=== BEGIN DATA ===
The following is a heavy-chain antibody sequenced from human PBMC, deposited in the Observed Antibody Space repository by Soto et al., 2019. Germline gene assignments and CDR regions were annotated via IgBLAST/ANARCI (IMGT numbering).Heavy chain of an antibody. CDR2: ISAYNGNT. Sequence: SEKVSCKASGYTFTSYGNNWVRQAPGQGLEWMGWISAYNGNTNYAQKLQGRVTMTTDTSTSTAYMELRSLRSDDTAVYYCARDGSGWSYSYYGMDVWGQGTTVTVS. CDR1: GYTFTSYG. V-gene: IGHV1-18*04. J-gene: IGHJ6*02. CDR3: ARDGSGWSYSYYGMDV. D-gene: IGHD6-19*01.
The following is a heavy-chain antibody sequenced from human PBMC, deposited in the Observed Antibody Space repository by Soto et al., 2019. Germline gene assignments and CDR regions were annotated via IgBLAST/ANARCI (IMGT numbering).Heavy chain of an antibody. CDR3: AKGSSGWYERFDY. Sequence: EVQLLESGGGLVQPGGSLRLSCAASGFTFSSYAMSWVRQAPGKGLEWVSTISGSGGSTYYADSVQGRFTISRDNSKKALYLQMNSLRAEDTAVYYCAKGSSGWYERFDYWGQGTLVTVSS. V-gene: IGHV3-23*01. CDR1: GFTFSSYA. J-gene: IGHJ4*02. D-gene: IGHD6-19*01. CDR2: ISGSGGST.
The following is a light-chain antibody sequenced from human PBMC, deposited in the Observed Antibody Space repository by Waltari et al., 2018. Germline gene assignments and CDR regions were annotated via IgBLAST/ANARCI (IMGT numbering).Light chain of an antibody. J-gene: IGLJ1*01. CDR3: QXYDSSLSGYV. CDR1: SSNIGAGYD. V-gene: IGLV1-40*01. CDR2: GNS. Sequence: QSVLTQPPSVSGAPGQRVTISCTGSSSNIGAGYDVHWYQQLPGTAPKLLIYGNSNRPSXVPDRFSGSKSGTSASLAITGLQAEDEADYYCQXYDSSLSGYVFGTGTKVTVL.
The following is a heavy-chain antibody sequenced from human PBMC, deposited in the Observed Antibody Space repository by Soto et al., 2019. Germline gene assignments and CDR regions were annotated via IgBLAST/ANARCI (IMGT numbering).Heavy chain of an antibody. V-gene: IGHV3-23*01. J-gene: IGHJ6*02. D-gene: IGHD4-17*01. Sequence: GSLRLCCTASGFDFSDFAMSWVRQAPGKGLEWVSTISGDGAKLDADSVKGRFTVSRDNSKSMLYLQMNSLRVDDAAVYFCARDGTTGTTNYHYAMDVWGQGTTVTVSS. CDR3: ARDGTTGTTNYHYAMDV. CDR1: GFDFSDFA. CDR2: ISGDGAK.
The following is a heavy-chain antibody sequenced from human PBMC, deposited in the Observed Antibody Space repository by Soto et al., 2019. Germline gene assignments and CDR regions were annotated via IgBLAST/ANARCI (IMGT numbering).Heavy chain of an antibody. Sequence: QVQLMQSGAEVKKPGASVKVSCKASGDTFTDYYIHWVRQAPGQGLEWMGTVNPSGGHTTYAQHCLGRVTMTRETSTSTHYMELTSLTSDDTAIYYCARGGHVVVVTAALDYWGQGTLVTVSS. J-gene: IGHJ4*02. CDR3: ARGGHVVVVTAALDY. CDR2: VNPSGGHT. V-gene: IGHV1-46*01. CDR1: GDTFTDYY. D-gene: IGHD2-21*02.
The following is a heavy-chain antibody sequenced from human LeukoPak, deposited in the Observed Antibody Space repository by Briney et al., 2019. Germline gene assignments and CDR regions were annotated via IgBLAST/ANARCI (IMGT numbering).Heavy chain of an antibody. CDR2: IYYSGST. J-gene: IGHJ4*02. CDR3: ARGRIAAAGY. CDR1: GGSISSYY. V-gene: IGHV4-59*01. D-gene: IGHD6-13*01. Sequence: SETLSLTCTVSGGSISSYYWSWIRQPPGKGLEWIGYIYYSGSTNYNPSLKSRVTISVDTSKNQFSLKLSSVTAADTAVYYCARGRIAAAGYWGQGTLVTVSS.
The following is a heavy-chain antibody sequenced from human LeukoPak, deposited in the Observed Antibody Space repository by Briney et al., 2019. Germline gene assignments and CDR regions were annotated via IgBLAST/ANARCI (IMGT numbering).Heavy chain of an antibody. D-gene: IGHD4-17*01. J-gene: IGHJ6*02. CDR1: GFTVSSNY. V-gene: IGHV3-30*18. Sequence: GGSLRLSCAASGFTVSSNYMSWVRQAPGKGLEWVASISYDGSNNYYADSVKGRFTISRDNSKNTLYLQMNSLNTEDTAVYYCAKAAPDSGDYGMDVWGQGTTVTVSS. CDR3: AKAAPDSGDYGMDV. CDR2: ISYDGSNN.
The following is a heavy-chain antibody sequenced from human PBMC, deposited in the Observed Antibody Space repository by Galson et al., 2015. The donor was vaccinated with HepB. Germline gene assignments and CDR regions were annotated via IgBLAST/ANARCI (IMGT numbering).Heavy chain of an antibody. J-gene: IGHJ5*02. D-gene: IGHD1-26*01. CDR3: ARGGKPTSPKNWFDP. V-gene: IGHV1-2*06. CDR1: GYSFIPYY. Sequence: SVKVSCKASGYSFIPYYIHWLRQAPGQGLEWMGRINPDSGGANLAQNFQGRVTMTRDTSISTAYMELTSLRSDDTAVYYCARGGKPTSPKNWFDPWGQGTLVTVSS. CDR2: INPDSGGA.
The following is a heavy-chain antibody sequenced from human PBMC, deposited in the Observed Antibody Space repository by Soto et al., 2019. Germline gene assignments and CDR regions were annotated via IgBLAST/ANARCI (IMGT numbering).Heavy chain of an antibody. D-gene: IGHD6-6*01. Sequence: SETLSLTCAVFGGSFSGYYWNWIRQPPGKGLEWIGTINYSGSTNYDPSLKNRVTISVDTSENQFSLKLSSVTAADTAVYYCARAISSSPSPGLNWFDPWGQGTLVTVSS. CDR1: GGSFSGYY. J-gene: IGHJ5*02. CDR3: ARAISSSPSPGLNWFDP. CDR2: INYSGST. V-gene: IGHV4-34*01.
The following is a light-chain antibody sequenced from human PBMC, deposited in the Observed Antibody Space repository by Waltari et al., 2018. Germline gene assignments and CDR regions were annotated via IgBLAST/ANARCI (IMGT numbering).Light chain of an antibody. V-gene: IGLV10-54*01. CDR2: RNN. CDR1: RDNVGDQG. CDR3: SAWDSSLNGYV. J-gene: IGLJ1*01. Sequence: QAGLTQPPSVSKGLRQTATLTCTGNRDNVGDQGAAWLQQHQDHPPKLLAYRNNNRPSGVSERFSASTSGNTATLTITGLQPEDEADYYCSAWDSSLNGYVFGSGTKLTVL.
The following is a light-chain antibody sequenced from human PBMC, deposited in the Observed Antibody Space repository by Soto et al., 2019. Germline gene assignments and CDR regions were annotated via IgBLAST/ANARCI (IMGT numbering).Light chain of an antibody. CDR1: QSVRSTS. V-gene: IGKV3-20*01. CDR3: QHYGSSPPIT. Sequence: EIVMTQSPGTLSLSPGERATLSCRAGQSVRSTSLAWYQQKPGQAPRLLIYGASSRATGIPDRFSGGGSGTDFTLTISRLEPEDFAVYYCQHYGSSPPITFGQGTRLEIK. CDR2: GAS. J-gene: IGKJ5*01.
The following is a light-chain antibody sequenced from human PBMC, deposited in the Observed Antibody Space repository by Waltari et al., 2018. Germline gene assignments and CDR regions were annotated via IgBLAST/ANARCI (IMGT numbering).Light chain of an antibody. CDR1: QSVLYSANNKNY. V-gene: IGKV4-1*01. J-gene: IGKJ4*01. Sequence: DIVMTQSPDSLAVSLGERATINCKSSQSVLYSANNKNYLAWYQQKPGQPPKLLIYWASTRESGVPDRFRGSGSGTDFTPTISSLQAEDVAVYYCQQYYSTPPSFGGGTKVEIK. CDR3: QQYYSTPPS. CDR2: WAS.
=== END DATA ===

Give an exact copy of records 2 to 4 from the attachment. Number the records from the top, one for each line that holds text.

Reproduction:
The following is a heavy-chain antibody sequenced from human PBMC, deposited in the Observed Antibody Space repository by Soto et al., 2019. Germline gene assignments and CDR regions were annotated via IgBLAST/ANARCI (IMGT numbering).Heavy chain of an antibody. CDR3: AKGSSGWYERFDY. Sequence: EVQLLESGGGLVQPGGSLRLSCAASGFTFSSYAMSWVRQAPGKGLEWVSTISGSGGSTYYADSVQGRFTISRDNSKKALYLQMNSLRAEDTAVYYCAKGSSGWYERFDYWGQGTLVTVSS. V-gene: IGHV3-23*01. CDR1: GFTFSSYA. J-gene: IGHJ4*02. D-gene: IGHD6-19*01. CDR2: ISGSGGST.
The following is a light-chain antibody sequenced from human PBMC, deposited in the Observed Antibody Space repository by Waltari et al., 2018. Germline gene assignments and CDR regions were annotated via IgBLAST/ANARCI (IMGT numbering).Light chain of an antibody. J-gene: IGLJ1*01. CDR3: QXYDSSLSGYV. CDR1: SSNIGAGYD. V-gene: IGLV1-40*01. CDR2: GNS. Sequence: QSVLTQPPSVSGAPGQRVTISCTGSSSNIGAGYDVHWYQQLPGTAPKLLIYGNSNRPSXVPDRFSGSKSGTSASLAITGLQAEDEADYYCQXYDSSLSGYVFGTGTKVTVL.
The following is a heavy-chain antibody sequenced from human PBMC, deposited in the Observed Antibody Space repository by Soto et al., 2019. Germline gene assignments and CDR regions were annotated via IgBLAST/ANARCI (IMGT numbering).Heavy chain of an antibody. V-gene: IGHV3-23*01. J-gene: IGHJ6*02. D-gene: IGHD4-17*01. Sequence: GSLRLCCTASGFDFSDFAMSWVRQAPGKGLEWVSTISGDGAKLDADSVKGRFTVSRDNSKSMLYLQMNSLRVDDAAVYFCARDGTTGTTNYHYAMDVWGQGTTVTVSS. CDR3: ARDGTTGTTNYHYAMDV. CDR1: GFDFSDFA. CDR2: ISGDGAK.